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Critical challenges and emerging opportunities in hepatitis C virus research in an era of potent antiviral therapy: Considerations for scientists and funding agencies

Research output: Contribution to journalReviewResearchpeer-review

  1. Limited inter- and intra-patient sequence diversity of the genetic lineage A human metapneumovirus fusion gene

    Research output: Contribution to journalJournal articleResearchpeer-review

  1. Inferior cure rate in pilot study of 4-week glecaprevir/pibrentasvir treatment with or without ribavirin of chronic hepatitis C

    Research output: Contribution to journalJournal articleResearchpeer-review

  2. Viral genome wide association study identifies novel hepatitis C virus polymorphisms associated with sofosbuvir treatment failure

    Research output: Contribution to journalJournal articleResearchpeer-review

  3. Efficacy of Ion-Channel Inhibitors Amantadine, Memantine and Rimantadine for the Treatment of SARS-CoV-2 In Vitro

    Research output: Contribution to journalJournal articleResearchpeer-review

  4. Characterization of a Novel Hepatitis C Virus Genotype 1 Subtype from a Patient Failing 4 Weeks of Glecaprevir-Pibrentasvir Treatment

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  5. Hepatitis C virus envelope protein dynamics and the link to hypervariable region 1

    Research output: Contribution to journalReviewResearchpeer-review

  • Ralf Bartenschlager
  • Thomas F Baumert
  • Jens Bukh
  • Michael Houghton
  • Stanley M Lemon
  • Brett D Lindenbach
  • Volker Lohmann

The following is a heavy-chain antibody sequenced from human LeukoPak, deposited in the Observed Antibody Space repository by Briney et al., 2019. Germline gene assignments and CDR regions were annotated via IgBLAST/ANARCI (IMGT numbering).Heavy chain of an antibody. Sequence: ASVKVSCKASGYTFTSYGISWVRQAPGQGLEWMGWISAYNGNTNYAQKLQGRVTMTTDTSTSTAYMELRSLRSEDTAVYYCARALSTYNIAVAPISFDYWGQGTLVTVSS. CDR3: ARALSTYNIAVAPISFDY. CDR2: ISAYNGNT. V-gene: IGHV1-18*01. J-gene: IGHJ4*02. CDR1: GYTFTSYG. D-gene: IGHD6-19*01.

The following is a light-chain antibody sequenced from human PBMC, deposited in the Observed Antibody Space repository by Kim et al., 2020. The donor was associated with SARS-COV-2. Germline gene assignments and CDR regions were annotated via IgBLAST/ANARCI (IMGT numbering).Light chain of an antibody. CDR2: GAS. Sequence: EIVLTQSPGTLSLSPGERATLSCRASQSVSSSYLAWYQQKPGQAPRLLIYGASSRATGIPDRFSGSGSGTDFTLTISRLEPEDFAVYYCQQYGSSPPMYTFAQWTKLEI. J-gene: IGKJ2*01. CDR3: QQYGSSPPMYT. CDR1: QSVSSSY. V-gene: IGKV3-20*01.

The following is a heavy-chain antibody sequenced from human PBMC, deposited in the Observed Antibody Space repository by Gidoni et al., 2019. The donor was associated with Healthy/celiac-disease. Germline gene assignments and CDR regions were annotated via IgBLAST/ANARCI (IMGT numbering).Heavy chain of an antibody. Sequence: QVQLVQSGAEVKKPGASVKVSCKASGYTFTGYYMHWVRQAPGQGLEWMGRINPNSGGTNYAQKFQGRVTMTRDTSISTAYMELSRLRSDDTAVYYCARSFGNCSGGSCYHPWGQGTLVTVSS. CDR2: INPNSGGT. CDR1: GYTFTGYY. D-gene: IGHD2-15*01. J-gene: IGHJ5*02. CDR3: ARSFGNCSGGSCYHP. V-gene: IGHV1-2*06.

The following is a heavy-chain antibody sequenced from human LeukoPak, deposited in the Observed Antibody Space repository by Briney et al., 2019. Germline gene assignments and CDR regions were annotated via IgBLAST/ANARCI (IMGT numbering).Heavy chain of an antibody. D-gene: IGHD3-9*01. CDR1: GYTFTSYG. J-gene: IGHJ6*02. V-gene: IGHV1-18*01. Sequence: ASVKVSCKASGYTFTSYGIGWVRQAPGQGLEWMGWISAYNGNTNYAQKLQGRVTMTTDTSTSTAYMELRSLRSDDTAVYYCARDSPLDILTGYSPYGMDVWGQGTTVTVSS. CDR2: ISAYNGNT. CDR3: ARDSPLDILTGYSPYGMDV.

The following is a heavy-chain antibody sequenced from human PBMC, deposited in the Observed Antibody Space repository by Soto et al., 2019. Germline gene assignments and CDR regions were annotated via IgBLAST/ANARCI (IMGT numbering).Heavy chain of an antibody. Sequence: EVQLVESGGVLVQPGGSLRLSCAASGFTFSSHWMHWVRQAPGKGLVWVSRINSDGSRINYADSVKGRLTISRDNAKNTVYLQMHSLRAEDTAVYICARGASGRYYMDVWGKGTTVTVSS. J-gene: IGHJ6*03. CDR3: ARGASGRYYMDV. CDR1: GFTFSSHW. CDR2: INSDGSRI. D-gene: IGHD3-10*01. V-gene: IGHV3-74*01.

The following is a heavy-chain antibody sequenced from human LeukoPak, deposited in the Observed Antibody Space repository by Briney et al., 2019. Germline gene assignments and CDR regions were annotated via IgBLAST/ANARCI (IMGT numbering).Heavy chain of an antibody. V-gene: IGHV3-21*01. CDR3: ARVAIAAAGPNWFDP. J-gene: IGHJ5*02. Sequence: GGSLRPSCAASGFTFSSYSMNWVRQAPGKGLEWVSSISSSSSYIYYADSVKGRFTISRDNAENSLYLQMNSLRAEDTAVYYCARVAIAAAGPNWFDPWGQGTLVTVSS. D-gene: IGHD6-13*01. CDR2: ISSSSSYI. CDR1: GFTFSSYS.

• Darius Moradpour
  • Thomas Pietschmann
  • Charles M Rice
  • Robert Thimme
  • Takaji Wakita
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The development and clinical implementation of direct-acting antivirals (DAAs) has revolutionized the treatment of chronic hepatitis C. Infection with any hepatitis C virus (HCV) genotype can now be eliminated in more than 95% of patients with short courses of all-oral, well-tolerated drugs, even in those with advanced liver disease and liver transplant recipients. DAAs have proven so successful that some now consider HCV amenable to eradication, and continued research on the virus of little remaining medical relevance. However, given 400,000 HCV-related deaths annually important challenges remain, including identifying those who are infected, providing access to treatment and reducing its costs. Moreover, HCV infection rarely induces sterilizing immunity, and those who have been cured with DAAs remain at risk for reinfection. Thus, it is very unlikely that global eradication and elimination of the cancer risk associated with HCV infection can be achieved without a vaccine, yet research in that direction receives little attention. Further, over the past two decades HCV research has spearheaded numerous fundamental discoveries in the fields of molecular and cell biology, immunology and microbiology. It will continue to do so, given the unique opportunities afforded by the reagents and knowledge base that have been generated in the development and clinical application of DAAs. Considering these critical challenges and new opportunities, we conclude that funding for HCV research must be sustained.

Original languageEnglish
JournalVirus Genes
Volume248
Pages (from-to)53-62
ISSN0920-8569
DOIs
Publication statusPublished - Mar 2018

    Research areas

  • Journal Article, Review

ID: 53366540